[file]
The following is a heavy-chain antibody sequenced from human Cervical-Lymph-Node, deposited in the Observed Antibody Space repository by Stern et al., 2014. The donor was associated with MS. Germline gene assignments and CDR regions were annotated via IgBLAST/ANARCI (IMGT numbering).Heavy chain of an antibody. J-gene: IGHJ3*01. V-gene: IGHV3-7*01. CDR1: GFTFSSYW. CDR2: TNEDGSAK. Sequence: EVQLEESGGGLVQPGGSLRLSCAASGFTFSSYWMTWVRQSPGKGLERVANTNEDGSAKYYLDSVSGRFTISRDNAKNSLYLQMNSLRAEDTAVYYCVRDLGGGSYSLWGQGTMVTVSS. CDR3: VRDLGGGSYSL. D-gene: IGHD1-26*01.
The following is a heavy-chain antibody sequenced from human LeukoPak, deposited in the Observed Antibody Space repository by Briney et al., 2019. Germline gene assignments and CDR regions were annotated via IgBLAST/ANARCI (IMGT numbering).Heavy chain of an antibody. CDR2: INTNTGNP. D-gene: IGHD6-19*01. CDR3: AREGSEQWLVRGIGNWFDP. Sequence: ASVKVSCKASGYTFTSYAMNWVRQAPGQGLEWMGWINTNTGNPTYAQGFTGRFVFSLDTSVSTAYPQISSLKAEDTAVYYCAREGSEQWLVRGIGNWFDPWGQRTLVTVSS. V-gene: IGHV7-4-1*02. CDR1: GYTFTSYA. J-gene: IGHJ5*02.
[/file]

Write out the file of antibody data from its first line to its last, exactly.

The following is a heavy-chain antibody sequenced from human Cervical-Lymph-Node, deposited in the Observed Antibody Space repository by Stern et al., 2014. The donor was associated with MS. Germline gene assignments and CDR regions were annotated via IgBLAST/ANARCI (IMGT numbering).Heavy chain of an antibody. J-gene: IGHJ3*01. V-gene: IGHV3-7*01. CDR1: GFTFSSYW. CDR2: TNEDGSAK. Sequence: EVQLEESGGGLVQPGGSLRLSCAASGFTFSSYWMTWVRQSPGKGLERVANTNEDGSAKYYLDSVSGRFTISRDNAKNSLYLQMNSLRAEDTAVYYCVRDLGGGSYSLWGQGTMVTVSS. CDR3: VRDLGGGSYSL. D-gene: IGHD1-26*01.
The following is a heavy-chain antibody sequenced from human LeukoPak, deposited in the Observed Antibody Space repository by Briney et al., 2019. Germline gene assignments and CDR regions were annotated via IgBLAST/ANARCI (IMGT numbering).Heavy chain of an antibody. CDR2: INTNTGNP. D-gene: IGHD6-19*01. CDR3: AREGSEQWLVRGIGNWFDP. Sequence: ASVKVSCKASGYTFTSYAMNWVRQAPGQGLEWMGWINTNTGNPTYAQGFTGRFVFSLDTSVSTAYPQISSLKAEDTAVYYCAREGSEQWLVRGIGNWFDPWGQRTLVTVSS. V-gene: IGHV7-4-1*02. CDR1: GYTFTSYA. J-gene: IGHJ5*02.